Cutting fossil fuels may save 5.1M lives per year, study finds

Many deaths are attributable to ambient air pollution, likely including Parkinson's

Margarida Maia, PhD avatar

by Margarida Maia, PhD |

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Phasing out fossil fuels could save an estimated 5.1 million lives each year worldwide by preventing deaths attributed to ambient air pollution, including those likely due to neurodegenerative diseases such as Parkinson’s, a study has found.

Transitioning to clean, renewable energy sources is not only an effective intervention to improve health, but also aligns with the United Nations’ goal of achieving net-zero carbon emissions by 2050.

The study, “Air pollution deaths attributable to fossil fuels: observational and modelling study,” was published in BMJ as a collaborative effort between researchers in Cyprus, Germany, Spain, the U.K., and the U.S.

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The causes of Parkinson’s are not fully known, but a combination of genetic and environmental factors are thought to play a role. There is evidence that air pollution may increase the risk for developing Parkinson’s and dying from the disease.

In a broader sense, “air pollution might work as a trigger, accelerating disease progression, and worsening people’s health and prognosis [outlook],” according to a news release from the journal’s publisher.

Because most air pollutants come from burning fossil fuels, the international team drew on data from National Aeronautics and Space Administration satellites and the Global Burden of Disease (GBD) study to estimate the effect of fossil fuel phase-out on global deaths. The 2019 GBD study estimates that “all forms of air pollution account for about 11.3% of total deaths worldwide for women and 12.2% for men,” the researchers wrote.

Using a newly developed risk model, they estimated that in 2019 about 8.3 million deaths per year worldwide were attributable to fine particulate (particles about 30 times thinner than a strand of hair) and ozone, a gas that can result from the chemical reactions involving pollutants emitted during the combustion of fossil fuels. Among these deaths, 61% (around 5.1 million deaths) were linked to fossil fuels.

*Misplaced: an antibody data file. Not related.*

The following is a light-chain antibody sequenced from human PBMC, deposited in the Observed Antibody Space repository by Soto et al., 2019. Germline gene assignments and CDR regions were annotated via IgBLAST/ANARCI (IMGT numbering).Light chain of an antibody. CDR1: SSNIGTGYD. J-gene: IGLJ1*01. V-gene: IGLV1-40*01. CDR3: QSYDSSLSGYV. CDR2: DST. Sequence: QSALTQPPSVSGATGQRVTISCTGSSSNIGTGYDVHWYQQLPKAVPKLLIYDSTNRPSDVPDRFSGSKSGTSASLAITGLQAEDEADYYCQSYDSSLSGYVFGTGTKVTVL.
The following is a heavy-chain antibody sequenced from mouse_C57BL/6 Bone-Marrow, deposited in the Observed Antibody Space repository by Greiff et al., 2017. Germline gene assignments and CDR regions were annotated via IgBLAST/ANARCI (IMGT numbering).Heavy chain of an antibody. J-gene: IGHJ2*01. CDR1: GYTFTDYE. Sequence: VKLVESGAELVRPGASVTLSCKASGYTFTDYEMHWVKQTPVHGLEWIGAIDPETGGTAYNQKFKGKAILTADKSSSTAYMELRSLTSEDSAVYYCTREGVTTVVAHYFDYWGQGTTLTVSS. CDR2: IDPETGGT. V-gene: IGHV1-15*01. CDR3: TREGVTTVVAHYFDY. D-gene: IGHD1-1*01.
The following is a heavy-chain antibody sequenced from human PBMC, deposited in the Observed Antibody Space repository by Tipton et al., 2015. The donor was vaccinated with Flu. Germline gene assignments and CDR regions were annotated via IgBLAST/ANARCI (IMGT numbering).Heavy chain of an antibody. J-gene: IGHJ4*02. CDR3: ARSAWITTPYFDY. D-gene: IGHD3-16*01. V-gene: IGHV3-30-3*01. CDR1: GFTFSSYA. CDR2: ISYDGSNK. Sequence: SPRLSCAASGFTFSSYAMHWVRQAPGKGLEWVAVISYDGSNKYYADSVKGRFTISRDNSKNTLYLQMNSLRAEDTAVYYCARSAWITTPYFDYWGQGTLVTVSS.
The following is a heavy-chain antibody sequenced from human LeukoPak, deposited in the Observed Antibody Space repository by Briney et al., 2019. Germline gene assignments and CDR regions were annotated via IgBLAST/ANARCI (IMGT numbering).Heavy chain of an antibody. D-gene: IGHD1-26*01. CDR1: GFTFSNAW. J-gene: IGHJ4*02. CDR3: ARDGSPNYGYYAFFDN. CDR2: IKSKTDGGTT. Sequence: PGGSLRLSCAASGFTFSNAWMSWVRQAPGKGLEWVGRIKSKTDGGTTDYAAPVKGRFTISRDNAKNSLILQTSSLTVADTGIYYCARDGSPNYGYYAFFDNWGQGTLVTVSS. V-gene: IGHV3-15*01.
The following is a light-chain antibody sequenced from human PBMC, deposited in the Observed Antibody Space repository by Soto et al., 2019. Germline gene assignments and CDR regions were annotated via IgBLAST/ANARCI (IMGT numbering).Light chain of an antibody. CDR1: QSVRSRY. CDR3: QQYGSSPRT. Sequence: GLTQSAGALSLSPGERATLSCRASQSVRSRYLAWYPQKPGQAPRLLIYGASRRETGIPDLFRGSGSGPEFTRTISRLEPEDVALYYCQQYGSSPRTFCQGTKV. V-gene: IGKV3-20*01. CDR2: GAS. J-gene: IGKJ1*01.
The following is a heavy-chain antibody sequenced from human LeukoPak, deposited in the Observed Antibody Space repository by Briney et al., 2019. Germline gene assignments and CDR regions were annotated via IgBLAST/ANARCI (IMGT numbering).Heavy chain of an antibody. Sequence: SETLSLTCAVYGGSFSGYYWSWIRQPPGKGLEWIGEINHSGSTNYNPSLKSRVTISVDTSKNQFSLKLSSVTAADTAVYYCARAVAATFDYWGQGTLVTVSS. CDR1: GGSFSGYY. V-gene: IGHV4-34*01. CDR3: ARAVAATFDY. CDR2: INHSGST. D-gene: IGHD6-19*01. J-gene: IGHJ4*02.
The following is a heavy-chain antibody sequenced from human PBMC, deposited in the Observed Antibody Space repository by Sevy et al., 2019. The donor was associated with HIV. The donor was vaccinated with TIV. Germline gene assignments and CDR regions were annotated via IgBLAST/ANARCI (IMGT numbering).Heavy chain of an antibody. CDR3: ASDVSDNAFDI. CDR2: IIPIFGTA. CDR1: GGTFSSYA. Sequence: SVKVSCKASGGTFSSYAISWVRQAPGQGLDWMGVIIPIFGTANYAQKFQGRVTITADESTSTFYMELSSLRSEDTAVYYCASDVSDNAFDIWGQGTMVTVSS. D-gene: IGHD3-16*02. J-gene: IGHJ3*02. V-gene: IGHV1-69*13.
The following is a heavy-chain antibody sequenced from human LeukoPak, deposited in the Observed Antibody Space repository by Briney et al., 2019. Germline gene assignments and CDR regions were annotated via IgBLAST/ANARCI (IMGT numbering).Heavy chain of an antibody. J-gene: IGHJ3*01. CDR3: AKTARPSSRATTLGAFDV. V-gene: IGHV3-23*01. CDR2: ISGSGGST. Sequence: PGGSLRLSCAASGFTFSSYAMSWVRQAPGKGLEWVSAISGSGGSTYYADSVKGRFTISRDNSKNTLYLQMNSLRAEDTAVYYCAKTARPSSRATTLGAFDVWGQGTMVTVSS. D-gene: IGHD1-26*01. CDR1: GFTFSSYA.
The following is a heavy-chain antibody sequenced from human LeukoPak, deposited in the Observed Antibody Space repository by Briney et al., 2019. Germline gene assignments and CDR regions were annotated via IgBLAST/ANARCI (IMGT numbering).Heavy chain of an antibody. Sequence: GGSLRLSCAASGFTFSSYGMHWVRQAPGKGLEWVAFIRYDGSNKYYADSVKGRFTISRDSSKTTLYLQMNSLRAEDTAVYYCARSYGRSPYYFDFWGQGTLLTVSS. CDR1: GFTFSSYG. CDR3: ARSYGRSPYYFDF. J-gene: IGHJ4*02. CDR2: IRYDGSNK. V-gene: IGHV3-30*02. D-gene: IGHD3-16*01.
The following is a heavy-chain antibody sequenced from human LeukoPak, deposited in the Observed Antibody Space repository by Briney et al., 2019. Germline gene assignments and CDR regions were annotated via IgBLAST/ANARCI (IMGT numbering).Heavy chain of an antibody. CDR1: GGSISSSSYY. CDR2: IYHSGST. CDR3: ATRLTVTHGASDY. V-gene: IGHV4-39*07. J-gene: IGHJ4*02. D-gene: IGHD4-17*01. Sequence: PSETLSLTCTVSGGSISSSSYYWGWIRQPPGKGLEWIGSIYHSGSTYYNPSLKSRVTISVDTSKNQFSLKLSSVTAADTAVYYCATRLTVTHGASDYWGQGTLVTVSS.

More than half (52%) of these deaths were related to heart diseases, particularly ischemic heart disease (30%). Stroke and chronic obstructive pulmonary disease, which causes shortness of breath and persistent cough, each accounted for 16% of all deaths.

‘An association with air pollution is growing’

About 20% had no clear cause, but likely were linked partly to high blood pressure and “neurodegenerative disorders such as Alzheimer’s and Parkinson’s disease, for which evidence for an association with air pollution is growing,” the team wrote.

“[E]stimates of fossil fuel-related deaths are larger than most previously reported values suggesting that the phasing out of fossil fuels might have a greater impact on mortality than previously though,” the researchers wrote in an accompanying editorial.

Different parts of the world had varying proportions of deaths attributable to fossil fuels, ranging from 25% to 85%. Sub-Saharan Africa, North Africa, and the Middle East had the lowest proportions because more deaths were related to natural emissions, such as desert dust.

Additional positive health outcomes

However, fewer deaths are only part of the benefits from a fossil fuel phase-out. “Major reductions in air pollution emissions, notably through a phase-out of fossil fuels, could have large, positive health outcomes,” the researchers wrote.

“Improved air quality would reduce the burden of several major diseases leading to healthier and longer lives, fewer patients requiring admission to hospital and other treatments, and decreasing the burden on health systems worldwide,” they added.

Along with efforts to replace fossil fuels with clean, renewable energy sources, future studies should focus on the potential health benefits of such transition, the researchers noted.